The Media Standards Trust in association with the Web Science Research Initiative has been given a grant from the MacArthur Foundation and Knight News Challenge award from the Knight Foundation to explore and develop ways in which to help people find and assess news content on the web.
Since 2008 we have been researching and developing methodologies to make the provenance of news more transparent (i.e. more ‘machine-readable’) for the benefit of news organisations, journalists and the public.
This is not about pejorative or judgmental information, rather the basic who, what, when and where of a news article. The equivalent, if you like, of ingredients of the side of a food packet - giving people the information they need to enable them to make informed choices.
It tells people reading the article (or searching for it):
The purpose of Value Added News is to make basic information about the authorship and edit history of an online news article distinct and consistent such that:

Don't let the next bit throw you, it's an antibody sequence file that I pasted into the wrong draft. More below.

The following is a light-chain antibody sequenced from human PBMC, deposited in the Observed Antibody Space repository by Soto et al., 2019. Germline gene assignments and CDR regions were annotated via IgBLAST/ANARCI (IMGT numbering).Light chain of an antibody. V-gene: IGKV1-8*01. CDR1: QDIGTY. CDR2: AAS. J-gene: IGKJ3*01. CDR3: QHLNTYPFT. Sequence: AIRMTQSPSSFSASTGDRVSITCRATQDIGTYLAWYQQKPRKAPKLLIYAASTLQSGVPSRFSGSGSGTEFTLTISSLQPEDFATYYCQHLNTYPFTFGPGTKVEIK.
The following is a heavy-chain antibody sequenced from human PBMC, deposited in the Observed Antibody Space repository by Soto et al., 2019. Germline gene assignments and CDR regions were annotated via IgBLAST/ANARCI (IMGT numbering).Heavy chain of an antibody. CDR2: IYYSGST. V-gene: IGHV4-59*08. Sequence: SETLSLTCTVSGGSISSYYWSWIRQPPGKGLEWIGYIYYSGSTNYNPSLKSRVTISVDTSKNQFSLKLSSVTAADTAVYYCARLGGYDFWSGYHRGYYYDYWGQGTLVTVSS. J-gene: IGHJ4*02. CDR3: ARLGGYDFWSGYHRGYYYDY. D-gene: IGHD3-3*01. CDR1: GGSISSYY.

Though it has been developed for news text articles there is no reason why it should not be adapted for use with audio or video content.
This, the first version of Value Added News, has been developed to be as simple, usable, and extensible as possible and builds on pre-existing microformats, particularly hAtom.
A microformat is a simple set of conventions for web pages. It is designed to be human readable, but also to enable automatic extraction of the semantic information (for a background on microformats, see http://microformats.org)
Microformats are - as the originators explain:
“Designed for humans first and machines second, microformats are a set of simple, open data formats built upon existing and widely adopted standards. Instead of throwing away what works today, microformats intend to solve simpler problems first by adapting to current behaviors and usage patterns.”
The principles of microformats fit very well with the principles underlying the news transparency initiative:
Microformats are an open standard that can be easily supported by 3rd party application developers once the format is published, enabling writers and editors to easily generate microformats for their articles as an integrated step in the production process.
We also intend to identify the same information using RDFa (Resource Description Framework - in - attributes) but decided to start with microformats since they are easier to use and currently more well used on the web.